From ex-bourbon and refill casks according to the bottle label. But retailers describe the casks as “freshly charred American oak”, “freshly charred American virgin oak” or even “from non-traditional casks”.  Can these descriptions of the casks the expression was matured in mean the same? We’ll come back to that, but it does make me wonder why the different descriptions.  

Diageo Special Releases are an annual release that has been running for over 20 years. They are all cask strength, non-chill filtered and aim to showcase the best of each distillery.

Oban Distillery was originally established in 1793 as a brewery by brothers Hugh and John Stevenson and it was not till the following year they started distilling whisky. The distillery actually predates the town of Oban. In 1989 Oban 14 year old was named one of the six “Classic Malts”. One of the smaller distilleries in Scotland it has two small stills which help produce the characteristic flavour of this distillery which produces a very approachable and easy drinking whisky that might be called a mixture of highland, island and maritime goodness.

I chose to review this bottle as I’ve had it open for a few months and it’s a good example of how whisky can change in the bottle once opened. To me it has mellowed with much less spiciness, and it was difficult to pick out any salinity or coastal notes that should be there. 

ColourPale Gold
NoseVanilla, caramel, slight spice
PalateVanilla, caramel, chocolate, coffee, spice
FinishLong spice fading to caramel then black coffee
Score3.5/5 Stars 🌕🌕🌕🌗🌑

Interestingly after a burger and chips the palate became creamier with milk chocolate, very pleasant. Although I probably preferred the punchiness of the spice and the coastal notes when the bottle was first opened, followed by the fruity characteristic flavours of the distillery, it is still a lovely whisky. 

Now let’s look at the descriptions of the casks used. I’ve listed some definitions and thoughts below that hopefully demonstrate how in a roundabout way, rather than a definitive way, you can reach the conclusion that all four descriptions are correct. It would be interesting to hear if you reach the same conclusion. I admit that my thought on the use of non-traditional is conjecture, but it helps the case that virgin oak was used, and I cannot think of any other reason for using this term.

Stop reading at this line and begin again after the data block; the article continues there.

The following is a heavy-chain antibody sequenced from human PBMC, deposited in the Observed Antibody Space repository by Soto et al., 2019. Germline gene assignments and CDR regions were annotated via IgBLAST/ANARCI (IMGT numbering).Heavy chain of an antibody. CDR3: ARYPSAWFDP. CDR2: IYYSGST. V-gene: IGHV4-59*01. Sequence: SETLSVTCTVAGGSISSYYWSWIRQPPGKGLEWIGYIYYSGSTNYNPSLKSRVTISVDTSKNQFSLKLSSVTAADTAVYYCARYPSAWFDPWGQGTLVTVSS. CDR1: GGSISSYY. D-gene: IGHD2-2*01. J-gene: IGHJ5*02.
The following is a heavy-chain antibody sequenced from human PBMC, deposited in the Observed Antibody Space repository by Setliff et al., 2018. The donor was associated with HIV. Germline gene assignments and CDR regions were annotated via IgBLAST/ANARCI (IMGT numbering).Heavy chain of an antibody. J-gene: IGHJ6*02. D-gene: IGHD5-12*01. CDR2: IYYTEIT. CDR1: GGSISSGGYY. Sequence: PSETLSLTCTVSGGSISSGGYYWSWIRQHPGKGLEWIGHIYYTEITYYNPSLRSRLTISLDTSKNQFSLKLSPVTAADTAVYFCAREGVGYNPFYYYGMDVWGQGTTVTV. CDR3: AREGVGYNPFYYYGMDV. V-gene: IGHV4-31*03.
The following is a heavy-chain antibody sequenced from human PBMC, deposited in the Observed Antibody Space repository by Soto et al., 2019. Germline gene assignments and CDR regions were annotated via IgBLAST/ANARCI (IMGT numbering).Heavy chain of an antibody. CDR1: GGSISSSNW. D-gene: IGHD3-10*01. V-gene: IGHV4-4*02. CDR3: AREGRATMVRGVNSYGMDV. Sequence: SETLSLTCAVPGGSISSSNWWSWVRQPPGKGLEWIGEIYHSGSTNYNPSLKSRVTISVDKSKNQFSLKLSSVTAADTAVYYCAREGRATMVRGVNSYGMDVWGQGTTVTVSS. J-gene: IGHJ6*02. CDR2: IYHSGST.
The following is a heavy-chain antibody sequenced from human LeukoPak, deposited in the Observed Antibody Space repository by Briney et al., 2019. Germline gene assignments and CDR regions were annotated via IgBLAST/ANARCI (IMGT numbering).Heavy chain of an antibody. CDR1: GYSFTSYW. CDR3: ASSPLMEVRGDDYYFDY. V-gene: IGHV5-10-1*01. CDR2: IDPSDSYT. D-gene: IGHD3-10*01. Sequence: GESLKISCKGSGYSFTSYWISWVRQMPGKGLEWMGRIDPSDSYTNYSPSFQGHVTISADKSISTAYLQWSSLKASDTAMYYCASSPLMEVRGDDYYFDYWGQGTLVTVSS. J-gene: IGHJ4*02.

Ex-Bourbon – traditionally distilleries matured the whisky in second hand barrels that once held bourbon. So ex-bourbon simply means it was previously used to mature bourbon. 

Refill cask – means the cask has been used to mature spirit twice previously. The first use is as a virgin oak cask, the second as a first fill cask, then as a refill.

Virgin Oak Cask – is a cask that has not been previously used to hold spirit. It is a new oak cask. Charring new oak enhances the colour and flavour of the spirit and can give the impression the spirit is older than it is. In other words it can speed up maturation.

American oak – a barrel or cask made of American oak. It could be that this is virgin oak or been previously used for bourbon (ex-bourbon) or even whisky (refill), just that it is made of American oak. 

Charring – this takes place at the cooperage and is the burning (charring) of the inside of the barrel. Charring is a requirement for bourbon so the use of the term “freshly charred” could imply the use of ex-bourbon barrels, or maybe refill barrels that needed some rejuvenation, or even virgin oak as this would help impart the original spiciness due to the freshness of the wood. 

Non-traditional casks – the spirit in this bottle was laid down in 2008 which is round about the time there was increasing interest among Scottish distilleries in using virgin oak for the whole maturation period. This might have been seen as a bit experimental at the time and hence could be described as non-traditional? 

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